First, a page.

This article is intended primarily for the CEO who has been entrusted with managing a smaller non-profit, one with a committed board but with no one staff person assigned to managing fundraising and development programs. In other words…the CEO who wears many hats!

Capital campaigns provide a wonderful opportunity to raise funds to either build new facilities or engage in renovations, and in further developing broader and stronger relationships within your community. Great outcomes can occur when the campaign is properly organized and executed, as well as being supported through the active participation of the board of directors… in every facet of the effort.

But make no mistake, for the smaller non-profit; it is up to the CEO to make certain that “everything gets done.” The following are several of what I believe are key responsibilities and duties of the CEO of a smaller organization within a capital campaign…from start to finish.

It is CRITICAL that you:

  1. Become even more proficient at TIME MANAGEMENT, being able to BALANCE the demands on yourself and on your time;
  2. Become exceptionally good at DEVELOPING RELATIONSHIPS with community leaders, volunteers and campaign prospects;
  3. Develop relationships that genuinely express FRIENDSHIP, MUTUAL RESPECT, COOPERATION and a willingness to be AVAILABLE at any time;
  4. LEARN as much as possible about people: their NEEDS, INTERESTS and CONCERNS;
  5. Show a willingness to recognize and express your LIMITATIONS by asking for advice;
  6. Always be PREPARED when attending campaign meetings to ASK questions and RESPOND to questions and possible challenges;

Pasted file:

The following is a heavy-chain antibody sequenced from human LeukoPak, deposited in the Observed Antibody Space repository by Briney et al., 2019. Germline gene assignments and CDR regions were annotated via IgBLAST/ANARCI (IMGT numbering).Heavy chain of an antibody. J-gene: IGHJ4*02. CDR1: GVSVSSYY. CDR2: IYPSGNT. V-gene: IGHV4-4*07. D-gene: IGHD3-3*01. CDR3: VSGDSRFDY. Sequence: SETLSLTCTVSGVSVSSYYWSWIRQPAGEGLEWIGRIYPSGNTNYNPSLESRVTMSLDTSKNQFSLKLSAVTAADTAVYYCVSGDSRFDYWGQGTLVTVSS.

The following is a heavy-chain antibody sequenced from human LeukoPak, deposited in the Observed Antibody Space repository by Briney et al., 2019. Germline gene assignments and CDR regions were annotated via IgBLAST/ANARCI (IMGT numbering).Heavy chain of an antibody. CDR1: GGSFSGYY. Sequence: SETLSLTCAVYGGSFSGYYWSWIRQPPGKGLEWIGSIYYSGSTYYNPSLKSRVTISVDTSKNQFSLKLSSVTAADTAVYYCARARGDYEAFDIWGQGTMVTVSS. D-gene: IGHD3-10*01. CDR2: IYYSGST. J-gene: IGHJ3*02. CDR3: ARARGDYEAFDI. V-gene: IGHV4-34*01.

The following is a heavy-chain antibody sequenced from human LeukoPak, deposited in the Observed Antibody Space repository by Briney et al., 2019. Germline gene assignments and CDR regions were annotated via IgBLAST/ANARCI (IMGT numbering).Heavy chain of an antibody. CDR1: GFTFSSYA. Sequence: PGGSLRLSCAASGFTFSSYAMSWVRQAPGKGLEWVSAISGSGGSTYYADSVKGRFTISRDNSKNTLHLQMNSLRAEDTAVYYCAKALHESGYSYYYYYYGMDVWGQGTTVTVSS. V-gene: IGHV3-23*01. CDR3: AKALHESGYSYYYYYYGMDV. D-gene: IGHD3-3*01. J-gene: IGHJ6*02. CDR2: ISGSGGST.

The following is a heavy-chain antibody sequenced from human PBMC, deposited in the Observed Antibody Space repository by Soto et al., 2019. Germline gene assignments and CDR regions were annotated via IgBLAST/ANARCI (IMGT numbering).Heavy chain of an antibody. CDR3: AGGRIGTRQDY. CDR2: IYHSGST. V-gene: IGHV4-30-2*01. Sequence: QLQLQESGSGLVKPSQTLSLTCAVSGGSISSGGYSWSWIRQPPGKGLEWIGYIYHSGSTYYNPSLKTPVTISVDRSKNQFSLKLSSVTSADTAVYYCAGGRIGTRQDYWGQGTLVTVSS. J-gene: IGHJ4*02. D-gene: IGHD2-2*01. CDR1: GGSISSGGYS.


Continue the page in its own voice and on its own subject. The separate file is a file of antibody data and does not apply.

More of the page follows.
7. Create, manage and adhere to a CAMPAIGN CALENDAR, being careful to monitor progress and TAKE ACTION when lulls occur;
  8. Accept that NOTHING STOPS with your non-campaign programs and services despite the INCREASED DEMANDS on your time;
  9. Be prepared to address UNFORSEEN CHALLENGES in an effort to avoid negativity that could impact the campaign. FAILURE to address issues can also impact VOLUNTEER MORALE and the public’s perception of the campaign and your organization;
  10. Your staff will require even greater LEVELS OF ENCOURAGEMENT and SUPPORT. They need to know that their efforts are IMPORTANT to the success of the campaign;
  11. Be prepared to ATTEND ALL campaign meetings. Volunteers and staff NEED TO SEE that you are integrally involved with the campaign;
  12. Take every opportunity to PUBLICLY PROMOTE the campaign at public events, in front of civic clubs and through the media;
  13. Become even more CLOSELY ALIGNED with your board. MEET with them regularly, keep them fully INFORMED and PARTNER with them when making fundraising calls;
  14. And lastly, if using campaign COUNSEL, develop a close WORKING RELATIONSHIP to ensure
  • Adherence to the campaign calendar
  • Creation of the best strategies for asking for a gift
  • The timely handling of issues when they arise (and they will, trust me)

For the CEO, regardless of whatever size organization he or she leads, managing a capital campaign could become the most demanding period of their life… AND THE MOST SATISFYING!

Jeffrey Byrne & Associates, Inc. is prepared to assist you with whatever your fundraising and development needs may be. We would be delighted to receive your call and discuss ways in which we can partner with you and your organization in pursuing excellence. 800.222.9233;